[Date Prev][Date Next][Thread Prev][Thread Next][Date Index][Thread Index][Subject Index][Author Index]
Re: Dinosaur a tecnical term; fish is not (was RE: Fish with milk (Sheesh spinoff))
On 27/10/2006, at 2:17 PM, evelyn sobielski wrote:
But as I understand it, not being a taxonomist
myself, we no longer
require that the type species is the most "typical"
of the genus.
Common fallacy - it never really was like that. The
type taxon is a label-bearer, nothing more and nothing
less. The initial idea may have been to choose type
taxa that are "typical", but it was quickly abandoned
as uttlery unworkable b/c it turned out that it could
not be foreseen which taxa would eventually come to be
placed in a genus and thus it was impossible to tell
whether one of the known ones was "typical".
Of course, but you just contradicted yourself in the space of one
sentence. It *was* like that (and if memory serves, that's what
Linnaeus tried to do). Yes it was unworkable pretty quickly, but that
is what typology was about.
Neither have holotypes to be in any way "typical".
They, too, are something to which the name is
permanently attached (barring complete invalidation,
which is not simply placing-into-synonymy).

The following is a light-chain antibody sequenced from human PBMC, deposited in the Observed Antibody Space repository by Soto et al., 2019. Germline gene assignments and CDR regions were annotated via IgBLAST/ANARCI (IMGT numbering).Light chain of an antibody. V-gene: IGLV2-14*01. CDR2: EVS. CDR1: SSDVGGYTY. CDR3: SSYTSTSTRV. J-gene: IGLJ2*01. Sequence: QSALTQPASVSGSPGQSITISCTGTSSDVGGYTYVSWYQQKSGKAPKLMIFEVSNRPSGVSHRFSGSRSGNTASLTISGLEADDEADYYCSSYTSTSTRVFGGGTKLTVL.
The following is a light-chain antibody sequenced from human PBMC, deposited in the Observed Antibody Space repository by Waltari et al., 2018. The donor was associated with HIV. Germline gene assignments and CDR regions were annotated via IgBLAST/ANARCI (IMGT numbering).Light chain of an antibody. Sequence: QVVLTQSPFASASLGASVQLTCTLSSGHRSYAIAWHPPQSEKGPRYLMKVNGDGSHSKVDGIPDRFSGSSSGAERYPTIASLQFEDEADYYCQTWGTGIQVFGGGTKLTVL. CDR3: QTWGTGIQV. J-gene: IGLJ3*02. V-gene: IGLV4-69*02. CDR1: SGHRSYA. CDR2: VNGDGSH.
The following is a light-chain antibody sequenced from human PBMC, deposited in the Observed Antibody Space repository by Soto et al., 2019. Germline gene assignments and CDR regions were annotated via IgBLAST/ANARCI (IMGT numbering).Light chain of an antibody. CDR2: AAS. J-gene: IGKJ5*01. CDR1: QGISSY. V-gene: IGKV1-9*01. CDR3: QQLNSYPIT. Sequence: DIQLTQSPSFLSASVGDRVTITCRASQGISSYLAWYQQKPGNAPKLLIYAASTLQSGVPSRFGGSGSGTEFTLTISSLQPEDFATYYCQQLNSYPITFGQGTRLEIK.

I think that type specimens came a bit later, around the end of the
So "Limnornis" as described by Kessler & Jurcsak in
1984 was a number of dinosaur (possibly avian) bones
and the holotype was a partial femur. However,
Limnornis is already in use (for some SAm suboscines)
and hence the genus name had to be replaced. They
ultimately had to settle for Palaeocursonis, because
the Eurolimnornis they originally would have wanted
was validly described by them - and attached to a
humerus from their "Limnornis" material, which turned
out to be from another critter.
Der frühe Vogel fängt den Wurm. Hier gelangen Sie zum neuen Yahoo!
John S. Wilkins, Postdoctoral Research Fellow, Biohumanities Project
University of Queensland - Blog: evolvethought.blogspot.com
"Darwin's theory has no more to do with philosophy than any other
hypothesis in natural science." Tractatus 4.1122